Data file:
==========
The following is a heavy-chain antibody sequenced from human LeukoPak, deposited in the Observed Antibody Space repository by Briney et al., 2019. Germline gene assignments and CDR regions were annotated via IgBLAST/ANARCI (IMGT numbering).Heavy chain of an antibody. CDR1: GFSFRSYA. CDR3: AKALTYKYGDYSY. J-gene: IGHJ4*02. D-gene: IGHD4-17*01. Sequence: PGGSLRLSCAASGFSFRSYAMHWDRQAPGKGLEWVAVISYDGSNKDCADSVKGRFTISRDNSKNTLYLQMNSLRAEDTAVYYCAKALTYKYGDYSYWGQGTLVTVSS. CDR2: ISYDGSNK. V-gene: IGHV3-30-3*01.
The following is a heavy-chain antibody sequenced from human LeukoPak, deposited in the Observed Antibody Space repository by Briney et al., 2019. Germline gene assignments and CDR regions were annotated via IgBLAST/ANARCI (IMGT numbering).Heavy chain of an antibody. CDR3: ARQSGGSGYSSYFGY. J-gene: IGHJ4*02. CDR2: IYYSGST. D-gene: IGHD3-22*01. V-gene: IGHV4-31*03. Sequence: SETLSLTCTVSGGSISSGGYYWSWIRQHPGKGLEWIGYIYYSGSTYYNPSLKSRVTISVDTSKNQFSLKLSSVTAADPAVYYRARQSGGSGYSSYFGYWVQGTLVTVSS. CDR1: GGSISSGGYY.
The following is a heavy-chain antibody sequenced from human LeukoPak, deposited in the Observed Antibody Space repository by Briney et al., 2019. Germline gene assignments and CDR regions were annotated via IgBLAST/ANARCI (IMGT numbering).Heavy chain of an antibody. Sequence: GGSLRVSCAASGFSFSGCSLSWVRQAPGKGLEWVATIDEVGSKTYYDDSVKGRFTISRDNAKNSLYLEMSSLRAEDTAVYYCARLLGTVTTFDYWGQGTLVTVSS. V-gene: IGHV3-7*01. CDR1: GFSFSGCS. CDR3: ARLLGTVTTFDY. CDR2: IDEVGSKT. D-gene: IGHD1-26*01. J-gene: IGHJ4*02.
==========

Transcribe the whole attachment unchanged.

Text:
The following is a heavy-chain antibody sequenced from human LeukoPak, deposited in the Observed Antibody Space repository by Briney et al., 2019. Germline gene assignments and CDR regions were annotated via IgBLAST/ANARCI (IMGT numbering).Heavy chain of an antibody. CDR1: GFSFRSYA. CDR3: AKALTYKYGDYSY. J-gene: IGHJ4*02. D-gene: IGHD4-17*01. Sequence: PGGSLRLSCAASGFSFRSYAMHWDRQAPGKGLEWVAVISYDGSNKDCADSVKGRFTISRDNSKNTLYLQMNSLRAEDTAVYYCAKALTYKYGDYSYWGQGTLVTVSS. CDR2: ISYDGSNK. V-gene: IGHV3-30-3*01.
The following is a heavy-chain antibody sequenced from human LeukoPak, deposited in the Observed Antibody Space repository by Briney et al., 2019. Germline gene assignments and CDR regions were annotated via IgBLAST/ANARCI (IMGT numbering).Heavy chain of an antibody. CDR3: ARQSGGSGYSSYFGY. J-gene: IGHJ4*02. CDR2: IYYSGST. D-gene: IGHD3-22*01. V-gene: IGHV4-31*03. Sequence: SETLSLTCTVSGGSISSGGYYWSWIRQHPGKGLEWIGYIYYSGSTYYNPSLKSRVTISVDTSKNQFSLKLSSVTAADPAVYYRARQSGGSGYSSYFGYWVQGTLVTVSS. CDR1: GGSISSGGYY.
The following is a heavy-chain antibody sequenced from human LeukoPak, deposited in the Observed Antibody Space repository by Briney et al., 2019. Germline gene assignments and CDR regions were annotated via IgBLAST/ANARCI (IMGT numbering).Heavy chain of an antibody. Sequence: GGSLRVSCAASGFSFSGCSLSWVRQAPGKGLEWVATIDEVGSKTYYDDSVKGRFTISRDNAKNSLYLEMSSLRAEDTAVYYCARLLGTVTTFDYWGQGTLVTVSS. V-gene: IGHV3-7*01. CDR1: GFSFSGCS. CDR3: ARLLGTVTTFDY. CDR2: IDEVGSKT. D-gene: IGHD1-26*01. J-gene: IGHJ4*02.